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    Sale 2046

    Impressionist and Modern Art Day Sale

    6 November 2008, New York, Rockefeller Plaza

  • Lot 135

    Pierre Bonnard (1867-1947)

    Le jardin sous la neige, soleil couchant

    Price Realised  


    Pierre Bonnard (1867-1947)
    Le jardin sous la neige, soleil couchant
    stamped with signature 'Bonnard' (lower right)
    oil on canvas
    23¾ x 23 in. (60.3 x 58.4 cm.)
    Painted circa 1910

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    Like his Nabi colleagues of the 1890s, Bonnard sought inspiration in the day-to-day activities of Parisian bourgeois life. Often these scenes were played out in the confines of crowded apartments, theaters or cafés, with somber illumination and fugitive viewpoints. No art movement before the Nabi, including the Impressionists with their outdoor credo, had explored the private space of the modern city-dweller with such searching obsession.

    By contrast, Bonnard's art from the turn of the century increasingly avoided interior, Parisian subjects in favor of more broadly composed, rural motifs, often still taking an indoor setting but now with a more luminous palette and without much of the cheek-by-jowl claustrophobia which had marked earlier works. This move was perhaps inspired by his companion, Marthe, who had begun to reject Bonnard's busy social milieu and felt herself drawn to greater seclusion. As a result, each year he would rent a summer house in the valley of the Seine to the north of Paris, drawing inspiration from the landscape around him. Eventually this led to Bonnard's purchase in 1912 of Ma Roulotte, his celebrated 'Gypsy Caravan.' The landscape in the present work, with the foreground lawn and the implication of the ground falling away beyond the trees, suggests the site of Ma Roulotte, set on an escarpment above the flood plain of the Seine.

    An aspect of Bonnard's art that grew in importance after 1900 was his Impressionist inheritance and its influence is very evident in the present work. In a departure from his earlier Nabi preference for flat pattern, unbroken fields of color and compositions freed from atmospheric effects, the present work makes transient light and modulated color the subject itself. Bonnard's exploration of the colored nuances of a winter afternoon sees the rose red glow of a setting sun, its warm palette of refracted light flooding the vault of the sky, balanced by a shallow carpet of snow. The neutral tone of the snow, in turn, is laced with gentle echoes of the heat of the sky, as a soft purplish-blue color pulses throughout. However, the artist has not totally abandoned his planar construction of the 1890s. The screen of tall trees, extending beyond the upper edge of the canvas and dramatically silhouetted against the roseate sky, marks the boundry between foreground and background. The varied greens of the shrubbery and coniferous trees reinforce the margins of the picture field, further establishing the space of the foreground while emphasizing the brightness of the snow and complementing the reds of the sky.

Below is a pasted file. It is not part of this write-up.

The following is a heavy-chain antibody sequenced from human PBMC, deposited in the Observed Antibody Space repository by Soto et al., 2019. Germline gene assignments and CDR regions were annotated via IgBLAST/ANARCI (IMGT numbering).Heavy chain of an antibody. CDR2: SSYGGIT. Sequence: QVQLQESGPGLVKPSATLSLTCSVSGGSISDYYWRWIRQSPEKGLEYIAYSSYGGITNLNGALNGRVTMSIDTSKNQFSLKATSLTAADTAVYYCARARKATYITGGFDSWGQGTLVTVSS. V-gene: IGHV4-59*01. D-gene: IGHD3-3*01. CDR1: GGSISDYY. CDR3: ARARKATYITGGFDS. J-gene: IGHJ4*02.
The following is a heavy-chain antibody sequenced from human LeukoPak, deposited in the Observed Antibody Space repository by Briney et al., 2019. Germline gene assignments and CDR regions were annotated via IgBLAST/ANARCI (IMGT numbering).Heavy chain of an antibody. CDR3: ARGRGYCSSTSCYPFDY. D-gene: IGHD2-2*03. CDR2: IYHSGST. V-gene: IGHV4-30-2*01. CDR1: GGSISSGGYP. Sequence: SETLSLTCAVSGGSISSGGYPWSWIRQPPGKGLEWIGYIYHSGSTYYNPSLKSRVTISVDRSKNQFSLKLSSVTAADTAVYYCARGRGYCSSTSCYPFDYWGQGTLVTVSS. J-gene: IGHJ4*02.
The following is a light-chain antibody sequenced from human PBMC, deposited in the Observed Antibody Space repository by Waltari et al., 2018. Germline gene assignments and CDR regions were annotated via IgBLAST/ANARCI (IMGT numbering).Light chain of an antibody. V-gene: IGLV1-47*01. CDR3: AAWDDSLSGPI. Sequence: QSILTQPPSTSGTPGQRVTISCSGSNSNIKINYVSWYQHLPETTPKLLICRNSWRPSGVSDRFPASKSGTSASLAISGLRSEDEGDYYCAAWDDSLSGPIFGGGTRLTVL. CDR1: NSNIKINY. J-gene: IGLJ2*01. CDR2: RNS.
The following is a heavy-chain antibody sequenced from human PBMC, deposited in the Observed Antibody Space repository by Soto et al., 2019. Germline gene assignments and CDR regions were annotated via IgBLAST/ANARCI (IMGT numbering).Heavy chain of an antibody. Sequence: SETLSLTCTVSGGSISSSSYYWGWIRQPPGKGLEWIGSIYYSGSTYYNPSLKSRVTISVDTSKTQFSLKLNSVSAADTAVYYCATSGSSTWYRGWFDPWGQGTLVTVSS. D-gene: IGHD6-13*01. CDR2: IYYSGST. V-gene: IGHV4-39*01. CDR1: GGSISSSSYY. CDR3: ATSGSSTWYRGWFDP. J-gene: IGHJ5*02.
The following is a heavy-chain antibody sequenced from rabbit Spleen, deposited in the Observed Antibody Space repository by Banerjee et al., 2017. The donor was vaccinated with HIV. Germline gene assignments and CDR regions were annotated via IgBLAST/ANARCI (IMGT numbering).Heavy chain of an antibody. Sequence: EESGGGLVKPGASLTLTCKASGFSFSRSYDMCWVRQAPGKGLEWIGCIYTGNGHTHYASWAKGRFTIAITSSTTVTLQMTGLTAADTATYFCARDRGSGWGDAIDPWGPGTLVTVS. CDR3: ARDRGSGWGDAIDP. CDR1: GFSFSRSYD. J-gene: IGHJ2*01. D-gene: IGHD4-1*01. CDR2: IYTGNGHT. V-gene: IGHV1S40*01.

"I looked at the Impressionists," said the artist Karel Appel, "well as Bonnard, a great deal. What influenced me most of all with Bonnard was the atmosphere, the colorific effect of his work. The brushwork is very important, as is the mixture of colors. Let's say that for me, there is the color of Bonnard and the movement of Van Gogh. When I painted landscapes, I mixed colors as he did. I didn't keep these paintings but I made a lot of them at the time. I had seen Bonnard's work in museums, and I also had reproductions. I grew up with all these paintings. And when I wanted to rediscover the atmosphere of the Impressionists, Bonnard helped me a lot" (quoted in Bonnard, The Work of Art Suspending Time, exh. cat., Musée de l'Art Moderne de la Ville de Paris, 2006, p. 271).


    Estate of the artist.
    Wildenstein et Cie., Paris.
    Acquired from the above by the family of the present owner, circa 1972.

    Saleroom Notice

    Please note that the upper 6¼ in. (15.9 cm.) of the work is not visible in the catalogue illustration.

    Pre-Lot Text



    R. Cogniat, Bonnard, Paris, 1968. p. 204, no. 615 (illustrated).
    J. and H. Dauberville, Bonnard, Catalogue raisonné de l'oeuvre peint, Paris, 1968, vol. II, p. 204, no. 615 (illustrated).
    The Australian Women's Weekly, 26 May 1971 (illustrated).
    Manchete, Rio de Janeiro, 6 May 1972, p. 83, no. 1046 (illustrated).


    Melbourne, National Gallery of Victoria; Adelaide, Art Gallery of South Australia; Perth, Art Gallery of Western Australia; Canberra, Albert Hall; Sydney, Australia Museum and Johannesburg Art Gallery, Pierre Bonnard, May-January 1972, no. 6 (illustrated).
    São Paulo, Museu de Arte and Rio de Janeiro, Museu de Arte Moderna, Pierre Bonnard, March-April 1972, no. 7 (illustrated on the cover and fig. 7).
    Albi, Musée Toulouse-Lautrec, Pierre Bonnard, June-September 1972, no. 7 (illustrated).